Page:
Ramadan brings business buzz to Jerusalem's Old City
The falafel shop at the center of the Old City of Jerusalem's busiest junction is considered by many to be the best in the city.
But during Ramadan, the famed Al-Hedmi shop stops selling sandwiches and instead makes the pancake casings for the cheese- or nut-stuffed Qatayif dessert, popular during the Muslim fasting month.
The switch from falafel -- a savory patty made of fried chickpeas -- to sweets is only one sign of a new business life that thrives during Ramadan; with coffee houses instead selling bottles of lemonade and fresh juice and Palestinian youths selling crepes smothered in chocolate, candy floss and popcorn to children after the fast is broken.
Naeem Hashim, 51, usually sells rings of bread known as Kaek. But in Ramadan, he spends the day at his stone oven rolling out and baking a thin sesame seed-topped biscuit called Barazek, which he only sells during the holy month.
"Ramadan is the best month of the year. There's trade and there is faith, prayer and worship," says Hashim.
He goes on to note, however, that the nine-month wave of Israeli-Palestinian violence that began last October has impacted business this year.
"[This year] isn't like other years. The years before were better," he laments. "It's because of what has happened recently; it has affected all of Jerusalem."
Others in the Old City agree, saying that, while it is still busier than usual, Ramadan used to bring masses of people thronging through the city’s famed Damascus Gate in the Muslim Quarter towards the Al-Aqsa Mosque, Islam's third holiest site.
The thinner crowds this year, however, have not stopped many Palestinians from taking the opportunity afforded by Ramadan to make a temporary career change.
Ishaq Tourani, 65, usually does odd jobs in construction. But in Ramadan, he stations himself at a central market during the day and on the road to Al-Aqsa during busy nighttime prayers.
He sells Naoumeh, a sweet mixture of sugar and powdered chickpeas, which children buy in small paper bags bought for a couple Israeli shekels.
"I inherited this job from my father," says Tourani. "My family has been doing this for more than 100 years. Naoumeh is known among Palestinian residents of Jerusalem as a favored Ramadan sweet."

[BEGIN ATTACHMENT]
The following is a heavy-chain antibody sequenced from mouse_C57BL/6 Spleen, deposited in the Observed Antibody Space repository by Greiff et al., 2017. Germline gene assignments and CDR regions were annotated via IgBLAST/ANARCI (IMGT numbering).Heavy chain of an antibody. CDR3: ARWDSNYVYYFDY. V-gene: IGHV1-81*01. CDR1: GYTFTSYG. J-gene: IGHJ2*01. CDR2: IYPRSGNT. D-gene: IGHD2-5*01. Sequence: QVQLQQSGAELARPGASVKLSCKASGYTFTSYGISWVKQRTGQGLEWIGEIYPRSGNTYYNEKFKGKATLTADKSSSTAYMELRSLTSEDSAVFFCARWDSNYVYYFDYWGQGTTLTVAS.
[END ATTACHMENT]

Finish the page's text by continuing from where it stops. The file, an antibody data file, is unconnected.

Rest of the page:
Ashraf Halawani works as a driver for most of the year. But in Ramadan, he, too, takes up a business with deep family roots.
"I have been working in this field since I was eight years old; I inherited the profession from my father. My father was the first person to make Carob [a kind of drink] in Jerusalem," said Halawani.
Halawani is busy on the phone while his three-man team in the Bab Hutta neighborhood work diligently in a tiny workshop, where they mix drinks -- of carob, lemon, tamarind and almond -- and pack them into plastic bags to be sold in busier parts of the city.
It is not only trade that transforms Jerusalem during Ramadan; instead of shops closing after sunset, the city is abuzz with people drinking coffee, smoking water pipes (argila) and eating sweets after performing nighttime prayers.
Thursday nights, before weekly Friday prayers at Al-Aqsa, are particularly busy, with various entertainments put on for children outside the Damascus Gate.
Inside the city's covered markets, which are mostly shuttered by nightfall, the Basta Theater takes advantage of Jerusalem's increased pedestrian traffic by hosting weekly shows combining children's entertainment with lighthearted political satire.
"We're reviving traditional Arabic theater in the city and giving it a contemporary style... people don't go to the theater, so we’re going to the people," says theatre organizer and actor Hossam Ghosheh.
The group began performing shows last December, but later decided to organize weekly events during Ramadan -- although these have not been welcomed by the Israeli settlers who have taken up residence nearby and the shows are frequently broken up by Israeli police.
"This is Jerusalem. It's a holy city, so people come to it," says Ghosheh. "This is when they come out of the Taraweeh [Ramadan evening] prayer, have tea and come to see some theatre."
The theater they perform, Ghosheh adds, "is meant to show a part of the city’s culture and say: ‘Whatever the [Israeli] occupation is doing, they’ll never occupy our imaginations’."AA
Last Modified: 2016-07-01 14:44:52
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